Selfish Christians?

Selfishness, needless to say, has become an integral part of our culture. It is the American way, but it is not a good thing and I want to ask the question: why is our constant battle against selfishness so important?

Now the people began complaining openly before the Lord about hardship. When the Lord heard, His anger burned, and fire from the Lord blazed among them and consumed the outskirts of the camp. Then the people cried out to Moses, and he prayed to the Lord, and the fire died down. So that place was named Taberah, because the Lord’s fire had blazed among them.

Contemptible people among them had a strong craving for other food. The Israelites cried again and said, “Who will feed us meat? We remember the free fish we ate in Egypt, along with the cucumbers, melons, leeks, onions, and garlic. But now our appetite is gone; there’s nothing to look at but this manna!”

The manna resembled coriander seed, and its appearance was like that of bdellium. The people walked around and gathered it. They ground it on a pair of grinding stones or crushed it in a mortar, then boiled it in a cooking pot and shaped it into cakes. It tasted like a pastry cooked with the finest oil. When the dew fell on the camp at night, the manna would fall with it.

Moses heard the people, family after family, crying at the entrance of their tents. The Lord was very angry; Moses was also provoked. So Moses asked the Lord, “Why have You brought such trouble on Your servant? Why are You angry with me, and why do You burden me with all these people? Did I conceive all these people? Did I give them birth so You should tell me, ‘Carry them at your breast, as a nursing woman carries a baby,’ to the land that You swore to give their fathers? Where can I get meat to give all these people? For they are crying to me:‘Give us meat to eat! ’ I can’t carry all these people by myself. They are too much for me. If You are going to treat me like this, please kill me right now. If You are pleased with me, don’t let me see my misery anymore[1]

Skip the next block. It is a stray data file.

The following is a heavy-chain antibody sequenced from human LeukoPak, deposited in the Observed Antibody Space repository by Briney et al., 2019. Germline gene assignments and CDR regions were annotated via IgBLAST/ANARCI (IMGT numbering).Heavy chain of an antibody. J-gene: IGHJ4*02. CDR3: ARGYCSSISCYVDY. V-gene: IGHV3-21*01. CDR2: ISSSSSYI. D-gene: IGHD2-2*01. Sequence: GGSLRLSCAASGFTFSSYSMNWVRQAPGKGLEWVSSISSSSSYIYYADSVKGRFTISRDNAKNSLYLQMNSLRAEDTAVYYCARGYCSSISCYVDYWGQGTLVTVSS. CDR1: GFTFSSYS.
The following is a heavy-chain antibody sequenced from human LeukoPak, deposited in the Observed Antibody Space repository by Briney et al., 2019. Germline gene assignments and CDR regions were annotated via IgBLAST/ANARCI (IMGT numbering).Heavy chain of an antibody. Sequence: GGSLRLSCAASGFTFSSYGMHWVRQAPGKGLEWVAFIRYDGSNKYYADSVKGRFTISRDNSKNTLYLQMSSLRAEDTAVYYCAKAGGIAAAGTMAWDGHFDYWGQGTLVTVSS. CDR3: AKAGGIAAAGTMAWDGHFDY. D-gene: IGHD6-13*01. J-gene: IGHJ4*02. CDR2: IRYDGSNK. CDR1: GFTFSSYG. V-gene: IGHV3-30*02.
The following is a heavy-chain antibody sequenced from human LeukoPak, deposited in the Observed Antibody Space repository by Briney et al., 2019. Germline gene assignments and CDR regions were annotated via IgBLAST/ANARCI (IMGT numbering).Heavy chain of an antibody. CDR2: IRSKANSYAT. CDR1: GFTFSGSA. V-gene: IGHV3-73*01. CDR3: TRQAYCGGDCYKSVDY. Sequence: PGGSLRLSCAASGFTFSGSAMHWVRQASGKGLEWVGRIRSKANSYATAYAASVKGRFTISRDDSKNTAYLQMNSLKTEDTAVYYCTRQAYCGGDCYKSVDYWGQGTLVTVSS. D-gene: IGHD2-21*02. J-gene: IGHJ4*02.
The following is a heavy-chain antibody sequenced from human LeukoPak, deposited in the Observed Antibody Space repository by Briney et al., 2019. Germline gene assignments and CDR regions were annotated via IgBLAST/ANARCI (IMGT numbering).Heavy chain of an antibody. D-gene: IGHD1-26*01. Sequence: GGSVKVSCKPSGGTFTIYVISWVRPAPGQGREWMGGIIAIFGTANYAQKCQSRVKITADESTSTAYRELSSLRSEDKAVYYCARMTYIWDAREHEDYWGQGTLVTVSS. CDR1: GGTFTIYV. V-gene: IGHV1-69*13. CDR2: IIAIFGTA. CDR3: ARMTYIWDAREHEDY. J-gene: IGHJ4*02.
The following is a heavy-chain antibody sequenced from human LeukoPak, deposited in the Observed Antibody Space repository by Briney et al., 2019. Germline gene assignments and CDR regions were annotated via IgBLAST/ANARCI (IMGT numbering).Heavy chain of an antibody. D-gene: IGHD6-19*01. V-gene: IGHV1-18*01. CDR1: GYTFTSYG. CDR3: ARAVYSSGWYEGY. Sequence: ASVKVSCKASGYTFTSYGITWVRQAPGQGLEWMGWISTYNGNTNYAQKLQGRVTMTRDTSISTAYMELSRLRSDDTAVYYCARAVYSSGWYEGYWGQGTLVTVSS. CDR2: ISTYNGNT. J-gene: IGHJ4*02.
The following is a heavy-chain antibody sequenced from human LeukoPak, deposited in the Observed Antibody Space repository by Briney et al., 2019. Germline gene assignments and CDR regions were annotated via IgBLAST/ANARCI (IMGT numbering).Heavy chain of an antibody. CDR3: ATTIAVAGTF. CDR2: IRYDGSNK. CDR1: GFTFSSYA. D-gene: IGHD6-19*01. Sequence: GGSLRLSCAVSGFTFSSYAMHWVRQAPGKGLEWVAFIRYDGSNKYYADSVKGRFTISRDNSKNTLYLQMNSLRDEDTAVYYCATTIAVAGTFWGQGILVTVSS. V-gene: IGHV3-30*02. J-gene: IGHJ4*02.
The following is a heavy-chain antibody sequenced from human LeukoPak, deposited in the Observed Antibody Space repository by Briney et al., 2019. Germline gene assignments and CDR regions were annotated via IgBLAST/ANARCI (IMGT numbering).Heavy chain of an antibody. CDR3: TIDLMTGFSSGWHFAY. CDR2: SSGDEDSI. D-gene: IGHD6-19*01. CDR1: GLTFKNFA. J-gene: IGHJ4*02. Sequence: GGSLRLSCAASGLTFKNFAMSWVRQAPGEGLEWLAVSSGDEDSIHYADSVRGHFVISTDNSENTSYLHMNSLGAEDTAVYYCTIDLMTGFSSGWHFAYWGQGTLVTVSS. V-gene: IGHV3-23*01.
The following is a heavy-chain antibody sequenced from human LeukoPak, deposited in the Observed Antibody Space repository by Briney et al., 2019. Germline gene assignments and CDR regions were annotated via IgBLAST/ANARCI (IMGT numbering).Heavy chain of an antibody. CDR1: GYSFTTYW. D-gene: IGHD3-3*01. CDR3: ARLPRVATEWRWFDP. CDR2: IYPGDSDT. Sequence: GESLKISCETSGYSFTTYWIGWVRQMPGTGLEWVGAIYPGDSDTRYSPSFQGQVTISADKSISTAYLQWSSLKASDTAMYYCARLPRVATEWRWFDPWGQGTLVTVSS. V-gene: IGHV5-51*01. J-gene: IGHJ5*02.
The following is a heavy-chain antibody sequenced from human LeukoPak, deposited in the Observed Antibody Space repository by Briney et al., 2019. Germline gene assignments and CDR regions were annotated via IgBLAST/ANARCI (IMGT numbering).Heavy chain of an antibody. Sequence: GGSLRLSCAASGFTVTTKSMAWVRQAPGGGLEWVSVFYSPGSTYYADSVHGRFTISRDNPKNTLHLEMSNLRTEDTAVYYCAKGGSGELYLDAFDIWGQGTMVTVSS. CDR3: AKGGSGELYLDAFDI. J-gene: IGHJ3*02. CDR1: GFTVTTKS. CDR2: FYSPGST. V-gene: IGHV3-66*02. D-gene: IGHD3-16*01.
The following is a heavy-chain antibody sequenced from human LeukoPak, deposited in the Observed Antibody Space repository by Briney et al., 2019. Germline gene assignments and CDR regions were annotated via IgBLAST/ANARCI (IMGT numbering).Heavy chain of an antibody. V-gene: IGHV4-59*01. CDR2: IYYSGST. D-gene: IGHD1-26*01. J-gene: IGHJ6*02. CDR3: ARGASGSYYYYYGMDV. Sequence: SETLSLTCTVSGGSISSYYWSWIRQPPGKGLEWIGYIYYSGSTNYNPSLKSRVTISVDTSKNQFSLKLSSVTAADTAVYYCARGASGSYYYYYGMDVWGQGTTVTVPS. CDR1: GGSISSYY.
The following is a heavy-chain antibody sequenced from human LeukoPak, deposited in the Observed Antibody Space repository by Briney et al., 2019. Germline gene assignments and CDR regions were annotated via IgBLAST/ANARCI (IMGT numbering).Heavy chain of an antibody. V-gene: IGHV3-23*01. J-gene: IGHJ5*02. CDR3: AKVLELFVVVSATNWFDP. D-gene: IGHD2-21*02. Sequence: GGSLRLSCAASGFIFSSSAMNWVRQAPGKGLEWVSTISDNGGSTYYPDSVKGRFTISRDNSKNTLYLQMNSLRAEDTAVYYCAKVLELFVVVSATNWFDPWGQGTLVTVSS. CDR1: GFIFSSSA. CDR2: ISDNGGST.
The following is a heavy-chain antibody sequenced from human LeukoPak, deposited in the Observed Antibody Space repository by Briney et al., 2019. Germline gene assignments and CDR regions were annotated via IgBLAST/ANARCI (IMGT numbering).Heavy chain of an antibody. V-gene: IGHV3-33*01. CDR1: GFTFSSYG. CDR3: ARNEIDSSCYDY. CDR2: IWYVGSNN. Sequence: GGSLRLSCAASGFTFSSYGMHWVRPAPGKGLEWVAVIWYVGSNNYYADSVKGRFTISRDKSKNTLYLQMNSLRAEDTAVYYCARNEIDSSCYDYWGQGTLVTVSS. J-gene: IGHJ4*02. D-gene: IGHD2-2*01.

Previously I wrote concerning the necessary separation between God and people because of people’s sinfulness. Because God is good, He separated Himself relationally from people who had darkness in their hearts. Jesus, God in the flesh, died even though he had no darkness within Him as a substitute for us so that we can once again have a relationship with God. For the Israelites in the wilderness, Jesus had not yet died for the sin of humanity, so God placed His presence in the tent of meeting (more specifically in the Ark of the Covenant). He also placed the Levites between the tent of meeting and the rest of the Israelites so that the Israelites would not wander too close and receive God’s wrath. We must remember that light always overcomes the darkness. After this, the Israelites were given some commands, and in chapter 9 we learn that God was willing to lead His people. A cloud led them by day and fire by night. The people obeyed God.

Here in chapter 11, despite all that God had done, the people complained about the hardships they had in the wilderness. They complained about not having the right kind of food. Even Moses complained about all the stupid people he had to deal with.

When we complain